Fra. Biancoshock, an experimenting public artist from Italy, discovered recently in Krakow that the decorative crown on those steel bollards that poke straight up from the pavement can also be employed for more pleasurable purposes than directing traffic.
It’s one of those things that makes you say,”why didn’t I think of that?”. Perhaps you did.
And we cannot believe the stunning amount of new stuff on the street: here’s our weekly interview with the street, this week featuring Blanco, Bradley Theodore, Damien Mitchell, Damon, Dan Witz, Dennis McNett, Dr. NO, Flood, Fra Biancoshock, Icy & Sot, JR, Myth, Olek, Sean 9 Lugo, Simek, Snow White, Sonni, TV with Cheese, and Winston the Whale.
Street Artist Blanco shares his new piece this week in Albany and in his description of it below you may draw a connection between recreation of old stories and myths and the recreation of our cities through gentrification as well – although he doesn’t specifically address the latter.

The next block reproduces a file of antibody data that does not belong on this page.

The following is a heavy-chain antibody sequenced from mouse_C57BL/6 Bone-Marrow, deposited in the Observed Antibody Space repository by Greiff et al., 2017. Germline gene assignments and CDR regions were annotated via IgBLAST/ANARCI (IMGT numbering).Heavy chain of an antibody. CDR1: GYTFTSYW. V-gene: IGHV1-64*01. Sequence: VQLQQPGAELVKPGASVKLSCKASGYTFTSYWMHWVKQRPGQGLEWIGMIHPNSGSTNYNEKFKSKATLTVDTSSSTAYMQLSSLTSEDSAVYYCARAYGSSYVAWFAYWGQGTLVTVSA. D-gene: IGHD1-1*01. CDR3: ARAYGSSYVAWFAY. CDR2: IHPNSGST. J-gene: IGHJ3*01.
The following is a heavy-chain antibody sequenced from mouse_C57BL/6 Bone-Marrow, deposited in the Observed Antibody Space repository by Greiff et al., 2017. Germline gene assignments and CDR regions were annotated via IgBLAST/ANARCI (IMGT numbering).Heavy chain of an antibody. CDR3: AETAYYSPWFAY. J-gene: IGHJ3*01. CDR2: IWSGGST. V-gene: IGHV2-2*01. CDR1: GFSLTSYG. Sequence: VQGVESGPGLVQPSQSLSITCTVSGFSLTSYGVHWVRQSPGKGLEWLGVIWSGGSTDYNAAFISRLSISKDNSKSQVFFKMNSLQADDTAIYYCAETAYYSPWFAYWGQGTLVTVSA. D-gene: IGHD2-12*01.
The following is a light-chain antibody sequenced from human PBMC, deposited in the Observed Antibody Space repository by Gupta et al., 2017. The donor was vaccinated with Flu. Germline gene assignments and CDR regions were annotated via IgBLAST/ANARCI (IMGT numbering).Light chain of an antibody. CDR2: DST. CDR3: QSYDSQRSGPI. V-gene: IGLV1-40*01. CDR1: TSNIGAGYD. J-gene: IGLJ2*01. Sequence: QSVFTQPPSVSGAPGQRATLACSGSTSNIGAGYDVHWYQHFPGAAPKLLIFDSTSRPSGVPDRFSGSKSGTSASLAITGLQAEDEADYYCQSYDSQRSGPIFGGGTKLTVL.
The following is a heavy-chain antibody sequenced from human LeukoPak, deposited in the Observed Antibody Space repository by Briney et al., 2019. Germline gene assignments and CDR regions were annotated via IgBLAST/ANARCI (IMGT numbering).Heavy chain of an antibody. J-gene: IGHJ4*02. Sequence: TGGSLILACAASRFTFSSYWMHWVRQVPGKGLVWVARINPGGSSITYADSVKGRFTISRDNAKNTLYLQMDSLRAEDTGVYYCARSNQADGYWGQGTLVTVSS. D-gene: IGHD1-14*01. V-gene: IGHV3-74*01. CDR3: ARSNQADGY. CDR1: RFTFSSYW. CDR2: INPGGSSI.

” This work was kind of inspired by my interest in the common roots of divergent cultures. An example is the eytemology of Dyaus Pitra (Sky Father, Hindu) = Zeus Pater(Father of Gods, Greek) = Ju Piter (God of the Sky, Roman). I am interested in the way that cultures evolve, split off and borrow from one another and how its all mixed back together. The way some Mongolian friends of mine revere Buddhist monasteries, consult shamans and consider themselves Christians or The way the Aztec mother goddess Tonantzin was transformed into the Catholic ‘Our Lady Of Guadalupe’. We are sometimes led to believe its all black and white but its not usually so simple. Cross cultural heritage and mixing have always interested me but Joseph Campbell wrote about this aspect of religion and story telling in a very interesting way.
In some ways modern cities bear some resemblance to this cross pollination as neighborhoods and buildings are transformed, converted and reclaimed.
Specifically for this piece I was interested in the Proto-Indo-European Mother Goddess and the way she was changed, destroyed, recycled and recreated as the Hindu goddess Kali. She is associated with the ability and powers for both creation and destruction.” ~ Blanco